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Don Juan
Don Juan

Don Juan
Gallaudet University
Thru - Oct 6, 2013

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Gallaudet University

Washington Post- Somewhat Recommended

"...The show doesn't consistently sustain the inventiveness of its opening, and there are passages that will try your patience - a flailing comic brawl, speeches and dialogue that don't entirely enliven the hypocrisy that Moliere was skewering. Commedia is hard, though, and the overall effect is of how well Faction of Fools, now in its fifth season, puts this sort of thing together. Listen to the well-timed gags of Neil McFadden's sound design (a Beyoncejoke is the broadest, by far); watch the sword fight done in silhouette. This is a troupe with tricks up its sleeve."
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Nelson Pressley



DCTheatreScene- Recommended

For those not versed in the legend of the centuries-old seducer, Don Juan (Sun King Davis) is a wealthy libertine with little on his mind other than the fair sex. In his not so noble pursuit, he has great success thanks to the help of sidekick and hireling Sganarelle (Charlie Retzlaff). Don Juan’s escapades inevitably invite the scorn of an angry father, with whom our dashing ladies man duels successfully, striking a mortal blow.
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Jon Boughtin



DC Metro Theater Arts- Recommended

"...Casanova. Lothario. Bill Clinton. Among the world’s famous playboys, the figure of Don Juan holds a special place in the theatre. Faction of Fools, DC’s premiere commedia troupe, have taken a stab at adapting a classic version of the Don Juan story. While Molière’s Don Juan features strong performances across the board, the production as a whole doesn’t quite hang together."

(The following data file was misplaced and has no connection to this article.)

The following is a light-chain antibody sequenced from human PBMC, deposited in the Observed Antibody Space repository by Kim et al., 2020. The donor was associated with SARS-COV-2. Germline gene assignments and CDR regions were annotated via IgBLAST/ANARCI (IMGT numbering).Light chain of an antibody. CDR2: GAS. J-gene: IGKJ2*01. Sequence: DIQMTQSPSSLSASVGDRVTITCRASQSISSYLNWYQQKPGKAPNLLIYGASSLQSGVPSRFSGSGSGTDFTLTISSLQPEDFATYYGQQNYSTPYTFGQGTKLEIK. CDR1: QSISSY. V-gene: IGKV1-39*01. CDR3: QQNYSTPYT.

Justin Schneider



MD Theatre Guide- Recommended

"...To be sure, you cannot produce Don Juan without giving serious consideration to how you want to do its ending. After all, it is Juan’s fate that will determine his character’s purpose in the world as well as how your audience will respond to your production. Is it the triumph of religion over atheism? Of superstition over hedonism? Or something else? In the end, it is the end that the fools’ production does not rise to meet. Without that clarity, Sganarelle’s final request for a new master does not ring with the necessary ambiguity to be true, to itself or to the two hours that preceded it."
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Robert Michael Oliver